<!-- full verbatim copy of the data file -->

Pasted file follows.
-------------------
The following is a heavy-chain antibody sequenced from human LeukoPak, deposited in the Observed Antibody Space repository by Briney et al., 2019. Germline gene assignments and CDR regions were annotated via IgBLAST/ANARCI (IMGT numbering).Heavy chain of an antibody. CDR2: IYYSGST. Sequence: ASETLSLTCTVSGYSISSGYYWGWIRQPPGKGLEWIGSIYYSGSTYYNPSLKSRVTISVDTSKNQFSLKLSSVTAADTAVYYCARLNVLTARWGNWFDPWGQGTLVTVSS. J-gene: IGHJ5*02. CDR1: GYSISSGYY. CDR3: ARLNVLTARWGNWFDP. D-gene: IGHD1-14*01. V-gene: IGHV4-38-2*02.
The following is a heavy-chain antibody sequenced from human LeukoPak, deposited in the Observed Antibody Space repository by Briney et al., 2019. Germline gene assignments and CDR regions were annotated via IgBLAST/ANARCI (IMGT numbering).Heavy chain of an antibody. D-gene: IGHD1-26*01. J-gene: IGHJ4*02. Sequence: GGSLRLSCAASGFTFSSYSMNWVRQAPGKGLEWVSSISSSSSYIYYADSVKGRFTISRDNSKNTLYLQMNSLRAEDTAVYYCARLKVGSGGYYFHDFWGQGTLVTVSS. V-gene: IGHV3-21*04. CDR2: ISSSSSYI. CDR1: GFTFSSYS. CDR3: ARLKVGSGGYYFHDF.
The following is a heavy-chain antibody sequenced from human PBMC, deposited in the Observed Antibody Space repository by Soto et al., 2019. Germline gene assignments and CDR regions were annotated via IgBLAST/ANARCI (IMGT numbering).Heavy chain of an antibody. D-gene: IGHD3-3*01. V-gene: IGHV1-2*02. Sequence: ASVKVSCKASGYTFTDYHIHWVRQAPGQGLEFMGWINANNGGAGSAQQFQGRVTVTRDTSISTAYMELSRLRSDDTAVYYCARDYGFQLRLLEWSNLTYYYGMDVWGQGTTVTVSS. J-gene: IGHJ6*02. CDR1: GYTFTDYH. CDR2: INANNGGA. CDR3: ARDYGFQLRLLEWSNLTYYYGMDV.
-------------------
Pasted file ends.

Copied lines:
The following is a heavy-chain antibody sequenced from human LeukoPak, deposited in the Observed Antibody Space repository by Briney et al., 2019. Germline gene assignments and CDR regions were annotated via IgBLAST/ANARCI (IMGT numbering).Heavy chain of an antibody. CDR2: IYYSGST. Sequence: ASETLSLTCTVSGYSISSGYYWGWIRQPPGKGLEWIGSIYYSGSTYYNPSLKSRVTISVDTSKNQFSLKLSSVTAADTAVYYCARLNVLTARWGNWFDPWGQGTLVTVSS. J-gene: IGHJ5*02. CDR1: GYSISSGYY. CDR3: ARLNVLTARWGNWFDP. D-gene: IGHD1-14*01. V-gene: IGHV4-38-2*02.
The following is a heavy-chain antibody sequenced from human LeukoPak, deposited in the Observed Antibody Space repository by Briney et al., 2019. Germline gene assignments and CDR regions were annotated via IgBLAST/ANARCI (IMGT numbering).Heavy chain of an antibody. D-gene: IGHD1-26*01. J-gene: IGHJ4*02. Sequence: GGSLRLSCAASGFTFSSYSMNWVRQAPGKGLEWVSSISSSSSYIYYADSVKGRFTISRDNSKNTLYLQMNSLRAEDTAVYYCARLKVGSGGYYFHDFWGQGTLVTVSS. V-gene: IGHV3-21*04. CDR2: ISSSSSYI. CDR1: GFTFSSYS. CDR3: ARLKVGSGGYYFHDF.
The following is a heavy-chain antibody sequenced from human PBMC, deposited in the Observed Antibody Space repository by Soto et al., 2019. Germline gene assignments and CDR regions were annotated via IgBLAST/ANARCI (IMGT numbering).Heavy chain of an antibody. D-gene: IGHD3-3*01. V-gene: IGHV1-2*02. Sequence: ASVKVSCKASGYTFTDYHIHWVRQAPGQGLEFMGWINANNGGAGSAQQFQGRVTVTRDTSISTAYMELSRLRSDDTAVYYCARDYGFQLRLLEWSNLTYYYGMDVWGQGTTVTVSS. J-gene: IGHJ6*02. CDR1: GYTFTDYH. CDR2: INANNGGA. CDR3: ARDYGFQLRLLEWSNLTYYYGMDV.